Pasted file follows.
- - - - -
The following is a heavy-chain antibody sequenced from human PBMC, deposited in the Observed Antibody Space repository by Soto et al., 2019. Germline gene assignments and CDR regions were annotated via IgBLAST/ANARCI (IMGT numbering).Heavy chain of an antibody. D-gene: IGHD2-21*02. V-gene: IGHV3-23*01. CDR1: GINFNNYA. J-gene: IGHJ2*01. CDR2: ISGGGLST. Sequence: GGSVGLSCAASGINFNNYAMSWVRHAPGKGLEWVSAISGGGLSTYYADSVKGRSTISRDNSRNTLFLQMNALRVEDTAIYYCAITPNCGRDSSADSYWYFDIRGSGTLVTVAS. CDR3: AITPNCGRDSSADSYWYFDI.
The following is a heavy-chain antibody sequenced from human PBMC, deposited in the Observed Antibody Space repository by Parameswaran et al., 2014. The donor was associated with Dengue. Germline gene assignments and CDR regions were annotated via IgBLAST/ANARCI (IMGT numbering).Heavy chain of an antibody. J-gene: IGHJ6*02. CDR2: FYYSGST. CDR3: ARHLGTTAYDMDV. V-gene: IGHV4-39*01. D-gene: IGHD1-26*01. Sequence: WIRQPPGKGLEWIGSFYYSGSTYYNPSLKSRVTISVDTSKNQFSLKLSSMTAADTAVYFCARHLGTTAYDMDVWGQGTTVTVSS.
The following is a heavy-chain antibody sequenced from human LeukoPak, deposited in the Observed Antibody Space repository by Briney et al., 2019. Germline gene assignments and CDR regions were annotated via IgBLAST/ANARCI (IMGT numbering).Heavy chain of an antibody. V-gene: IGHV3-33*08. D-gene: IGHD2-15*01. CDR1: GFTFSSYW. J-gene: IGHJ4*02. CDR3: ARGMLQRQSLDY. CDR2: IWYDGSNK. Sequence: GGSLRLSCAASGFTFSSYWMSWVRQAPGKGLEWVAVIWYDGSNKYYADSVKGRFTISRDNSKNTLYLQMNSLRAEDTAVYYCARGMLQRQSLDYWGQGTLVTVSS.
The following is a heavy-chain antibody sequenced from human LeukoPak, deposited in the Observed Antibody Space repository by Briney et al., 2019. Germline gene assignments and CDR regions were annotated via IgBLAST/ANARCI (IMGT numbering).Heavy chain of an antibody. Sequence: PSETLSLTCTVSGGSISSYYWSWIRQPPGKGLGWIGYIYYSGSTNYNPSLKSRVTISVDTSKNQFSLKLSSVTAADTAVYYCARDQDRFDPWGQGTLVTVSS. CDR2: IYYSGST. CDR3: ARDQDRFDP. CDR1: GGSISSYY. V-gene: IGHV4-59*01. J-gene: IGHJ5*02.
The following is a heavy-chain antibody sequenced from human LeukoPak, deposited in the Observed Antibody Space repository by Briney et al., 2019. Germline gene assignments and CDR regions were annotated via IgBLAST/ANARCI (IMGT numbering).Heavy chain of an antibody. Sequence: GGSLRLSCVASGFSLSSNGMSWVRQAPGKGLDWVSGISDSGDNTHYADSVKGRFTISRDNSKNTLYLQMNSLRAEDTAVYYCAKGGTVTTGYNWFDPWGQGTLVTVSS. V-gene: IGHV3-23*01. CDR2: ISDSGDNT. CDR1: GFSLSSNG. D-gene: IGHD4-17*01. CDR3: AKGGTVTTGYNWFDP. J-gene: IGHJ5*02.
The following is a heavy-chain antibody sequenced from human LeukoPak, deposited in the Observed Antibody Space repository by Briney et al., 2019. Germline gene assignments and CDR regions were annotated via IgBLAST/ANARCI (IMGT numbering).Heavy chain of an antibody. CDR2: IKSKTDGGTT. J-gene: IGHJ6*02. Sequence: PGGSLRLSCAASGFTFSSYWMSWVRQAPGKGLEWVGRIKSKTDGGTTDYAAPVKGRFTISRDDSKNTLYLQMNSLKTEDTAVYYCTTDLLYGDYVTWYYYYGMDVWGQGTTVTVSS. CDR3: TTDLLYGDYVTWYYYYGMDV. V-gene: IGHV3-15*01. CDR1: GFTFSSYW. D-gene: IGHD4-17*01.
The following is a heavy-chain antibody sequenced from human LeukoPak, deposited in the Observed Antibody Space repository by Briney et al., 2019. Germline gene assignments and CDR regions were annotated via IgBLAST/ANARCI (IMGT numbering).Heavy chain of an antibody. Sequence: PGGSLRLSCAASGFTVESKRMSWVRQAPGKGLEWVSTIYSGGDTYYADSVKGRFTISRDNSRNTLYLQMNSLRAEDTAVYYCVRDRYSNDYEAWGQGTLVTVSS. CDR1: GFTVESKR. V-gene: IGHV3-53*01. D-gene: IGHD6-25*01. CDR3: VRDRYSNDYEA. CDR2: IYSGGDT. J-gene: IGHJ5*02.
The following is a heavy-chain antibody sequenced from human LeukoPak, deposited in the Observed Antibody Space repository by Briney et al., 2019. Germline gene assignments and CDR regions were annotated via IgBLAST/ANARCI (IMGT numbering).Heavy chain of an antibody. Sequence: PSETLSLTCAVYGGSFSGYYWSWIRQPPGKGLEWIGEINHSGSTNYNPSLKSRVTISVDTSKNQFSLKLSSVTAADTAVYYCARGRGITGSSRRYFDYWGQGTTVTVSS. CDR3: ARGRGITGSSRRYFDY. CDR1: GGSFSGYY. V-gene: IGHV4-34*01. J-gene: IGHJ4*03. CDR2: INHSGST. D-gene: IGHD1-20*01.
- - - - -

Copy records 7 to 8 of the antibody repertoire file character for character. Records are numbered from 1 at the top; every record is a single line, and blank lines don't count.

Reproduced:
The following is a heavy-chain antibody sequenced from human LeukoPak, deposited in the Observed Antibody Space repository by Briney et al., 2019. Germline gene assignments and CDR regions were annotated via IgBLAST/ANARCI (IMGT numbering).Heavy chain of an antibody. Sequence: PGGSLRLSCAASGFTVESKRMSWVRQAPGKGLEWVSTIYSGGDTYYADSVKGRFTISRDNSRNTLYLQMNSLRAEDTAVYYCVRDRYSNDYEAWGQGTLVTVSS. CDR1: GFTVESKR. V-gene: IGHV3-53*01. D-gene: IGHD6-25*01. CDR3: VRDRYSNDYEA. CDR2: IYSGGDT. J-gene: IGHJ5*02.
The following is a heavy-chain antibody sequenced from human LeukoPak, deposited in the Observed Antibody Space repository by Briney et al., 2019. Germline gene assignments and CDR regions were annotated via IgBLAST/ANARCI (IMGT numbering).Heavy chain of an antibody. Sequence: PSETLSLTCAVYGGSFSGYYWSWIRQPPGKGLEWIGEINHSGSTNYNPSLKSRVTISVDTSKNQFSLKLSSVTAADTAVYYCARGRGITGSSRRYFDYWGQGTTVTVSS. CDR3: ARGRGITGSSRRYFDY. CDR1: GGSFSGYY. V-gene: IGHV4-34*01. J-gene: IGHJ4*03. CDR2: INHSGST. D-gene: IGHD1-20*01.